Ousting Madigan not child’s play, but this ComEd bombshell could jolt Democrats to start acting like adults

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State House Speaker Mike Madigan addresses the City Club of Chicago, at the University Club of Chicago in 2015.
State House Speaker Mike Madigan addresses the City Club of Chicago, at the University Club of Chicago in 2015. | Rich Hein/Sun-Times file

The indictment does not charge Madigan, or even name him, but it lays the scandal at his Southwest Side doorstep even more squarely than did this summer’s filing of charges against ComEd itself. 

The folks at ComEd were so eager to suck up to Illinois House Speaker Mike Madigan that they even allegedly fixed their internship program to give priority to kids from his 13th Ward.

Must have been nice for kids from the 13th Ward, who I don’t begrudge the opportunity, but it’s difficult to imagine the sense of entitlement behind such a demand.

It’s that sense of entitlement that lurks behind all the charges contained in Wednesday’s late-breaking indictment of four people accused of conspiring to corruptly influence Madigan to benefit the electric utility.

The indictment does not charge Madigan, or even name him, but it lays the scandal at his Southwest Side doorstep even more squarely than did this summer’s filing of charges against ComEd itself.

It’s easier to charge a corporation than an individual, even one as rich and powerful as ComEd, because in the end a corporation can always pay its way out of trouble.

But now federal prosecutors have raised the stakes by charging individuals, an act that threatens not just their reputations but their freedom.

And in doing so, they have taken a major step toward securing something that charging the corporation could not give them: potential witnesses who might be able to help them lock in a case against Madigan himself.

The feds still don’t seem to quite have it, otherwise Madigan’s name would be there instead of “Public Official A” alongside Michael McClain, Anne Pramaggiore, John Hooker and Jay Doherty as part of the alleged conspiracy.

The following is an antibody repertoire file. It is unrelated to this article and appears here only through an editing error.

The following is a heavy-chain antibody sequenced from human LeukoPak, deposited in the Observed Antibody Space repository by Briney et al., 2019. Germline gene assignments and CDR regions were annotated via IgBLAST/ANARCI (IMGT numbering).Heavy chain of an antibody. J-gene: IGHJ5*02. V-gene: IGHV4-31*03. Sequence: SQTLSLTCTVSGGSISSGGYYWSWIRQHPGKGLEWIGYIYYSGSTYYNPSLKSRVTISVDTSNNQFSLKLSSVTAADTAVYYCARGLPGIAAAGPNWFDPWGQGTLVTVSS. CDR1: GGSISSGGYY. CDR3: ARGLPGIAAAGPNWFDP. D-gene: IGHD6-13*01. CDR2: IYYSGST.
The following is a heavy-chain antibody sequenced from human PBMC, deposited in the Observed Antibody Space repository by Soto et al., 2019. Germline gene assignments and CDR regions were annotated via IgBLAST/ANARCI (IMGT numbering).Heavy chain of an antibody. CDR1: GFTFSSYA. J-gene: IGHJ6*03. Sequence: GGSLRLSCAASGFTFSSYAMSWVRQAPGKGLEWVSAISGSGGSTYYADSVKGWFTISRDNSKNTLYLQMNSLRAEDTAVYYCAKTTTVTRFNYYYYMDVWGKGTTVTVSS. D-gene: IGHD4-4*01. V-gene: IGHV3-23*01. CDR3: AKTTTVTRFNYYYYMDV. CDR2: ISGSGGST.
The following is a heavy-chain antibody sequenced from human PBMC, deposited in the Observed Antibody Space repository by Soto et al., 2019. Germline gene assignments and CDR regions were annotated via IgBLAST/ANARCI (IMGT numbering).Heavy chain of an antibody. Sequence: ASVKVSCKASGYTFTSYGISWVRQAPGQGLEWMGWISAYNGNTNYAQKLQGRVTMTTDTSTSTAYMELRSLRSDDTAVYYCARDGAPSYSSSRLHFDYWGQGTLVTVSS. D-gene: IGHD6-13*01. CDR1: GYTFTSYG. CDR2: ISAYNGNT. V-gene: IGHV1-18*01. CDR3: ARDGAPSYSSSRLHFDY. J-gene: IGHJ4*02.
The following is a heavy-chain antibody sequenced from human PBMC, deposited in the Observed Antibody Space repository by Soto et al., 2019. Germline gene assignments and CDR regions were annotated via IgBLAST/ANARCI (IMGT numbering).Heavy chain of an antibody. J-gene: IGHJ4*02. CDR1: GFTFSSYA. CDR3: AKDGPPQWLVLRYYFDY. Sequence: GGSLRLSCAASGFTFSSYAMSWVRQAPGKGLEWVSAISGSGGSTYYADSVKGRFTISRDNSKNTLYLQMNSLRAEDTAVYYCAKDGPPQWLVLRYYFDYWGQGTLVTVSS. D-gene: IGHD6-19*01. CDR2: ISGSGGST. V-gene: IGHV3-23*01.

Former City Club President Jay Doherty, left, in 2010; John T. Hooker, then ComEd’s executive vice president of legislative and external affairs, center, in 2012; Former ComEd CEO Anne Pramaggiore, right, in 2016.
Brian Jackson, Richard A. Chapman, Rich Hein/Sun-Times file
Former City Club President Jay Doherty, left, in 2010; John T. Hooker, then ComEd’s executive vice president of legislative and external affairs, center, in 2012; Former ComEd CEO Anne Pramaggiore, right, in 2016.

McClain, the former state representative turned lobbyist, is the one they really want, because he’s the one with the personal relationship with Madigan, the one who purportedly would turn up the pressure on the speaker’s behalf to get him what he wanted.

The other defendants are just building blocks to help them make their case against McClain.

I guess the defense will be that Madigan asked nothing for himself, just for members of his political organization — and for the kids, whose parents may or may not have been beholden to him.

Michael McClain, one of Mike Madigan’s closest confidants, in an undated Secretary of State photo, left, and in 1977, right.
Sun-Times files
Michael McClain, one of Mike Madigan’s closest confidants, in an undated Secretary of State photo, left, and in 1977, right.

That’s the legal side of the equation.

The more immediate action could come on the political side, where Gov. J.B. Pritzker and Democratic U.S. Senators Dick Durbin and Tammy Duckworth recently have suggested Madigan step down as the state party chairman because of the drag he has become on the Democratic ticket.

But make no mistake, the end game is to remove Madigan as speaker as well, a trickier business that relies on the gumption of the Democratic members of the Illinois House, which so far has been in short supply, gumption that is.

Wednesday’s indictment will make it more difficult for the House fence-sitters, especially those Democrats who label themselves as progressives but have shown themselves content to stick with Madigan, him being the devil they know instead of the one they don’t.

Madigan has been lining up support for another term among member of his House caucus, stressing the crucial role he could play in protecting them during the upcoming remap battle.

Are the Democrats really willing to stand by Madigan while this plays out in the courts?

Let me repeat: It’s time for him to go.

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November 18, 2020 at 09:15PM

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